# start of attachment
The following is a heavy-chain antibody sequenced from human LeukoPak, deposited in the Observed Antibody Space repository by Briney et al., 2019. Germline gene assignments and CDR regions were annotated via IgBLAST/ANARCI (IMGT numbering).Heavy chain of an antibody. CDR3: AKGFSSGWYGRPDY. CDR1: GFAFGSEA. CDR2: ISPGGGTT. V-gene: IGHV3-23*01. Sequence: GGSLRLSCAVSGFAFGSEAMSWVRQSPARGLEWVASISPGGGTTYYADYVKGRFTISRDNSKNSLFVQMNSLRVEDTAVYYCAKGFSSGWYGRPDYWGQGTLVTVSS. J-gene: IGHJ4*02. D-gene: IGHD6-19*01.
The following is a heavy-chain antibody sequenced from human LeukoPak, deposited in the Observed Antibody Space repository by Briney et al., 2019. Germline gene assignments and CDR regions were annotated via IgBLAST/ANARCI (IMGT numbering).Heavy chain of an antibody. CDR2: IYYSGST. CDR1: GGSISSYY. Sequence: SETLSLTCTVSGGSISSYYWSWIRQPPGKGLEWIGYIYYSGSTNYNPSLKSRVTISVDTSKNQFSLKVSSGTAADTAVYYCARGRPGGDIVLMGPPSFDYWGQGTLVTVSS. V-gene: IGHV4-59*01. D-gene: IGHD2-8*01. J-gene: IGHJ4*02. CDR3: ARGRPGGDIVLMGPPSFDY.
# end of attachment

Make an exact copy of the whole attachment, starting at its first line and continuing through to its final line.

The following is a heavy-chain antibody sequenced from human LeukoPak, deposited in the Observed Antibody Space repository by Briney et al., 2019. Germline gene assignments and CDR regions were annotated via IgBLAST/ANARCI (IMGT numbering).Heavy chain of an antibody. CDR3: AKGFSSGWYGRPDY. CDR1: GFAFGSEA. CDR2: ISPGGGTT. V-gene: IGHV3-23*01. Sequence: GGSLRLSCAVSGFAFGSEAMSWVRQSPARGLEWVASISPGGGTTYYADYVKGRFTISRDNSKNSLFVQMNSLRVEDTAVYYCAKGFSSGWYGRPDYWGQGTLVTVSS. J-gene: IGHJ4*02. D-gene: IGHD6-19*01.
The following is a heavy-chain antibody sequenced from human LeukoPak, deposited in the Observed Antibody Space repository by Briney et al., 2019. Germline gene assignments and CDR regions were annotated via IgBLAST/ANARCI (IMGT numbering).Heavy chain of an antibody. CDR2: IYYSGST. CDR1: GGSISSYY. Sequence: SETLSLTCTVSGGSISSYYWSWIRQPPGKGLEWIGYIYYSGSTNYNPSLKSRVTISVDTSKNQFSLKVSSGTAADTAVYYCARGRPGGDIVLMGPPSFDYWGQGTLVTVSS. V-gene: IGHV4-59*01. D-gene: IGHD2-8*01. J-gene: IGHJ4*02. CDR3: ARGRPGGDIVLMGPPSFDY.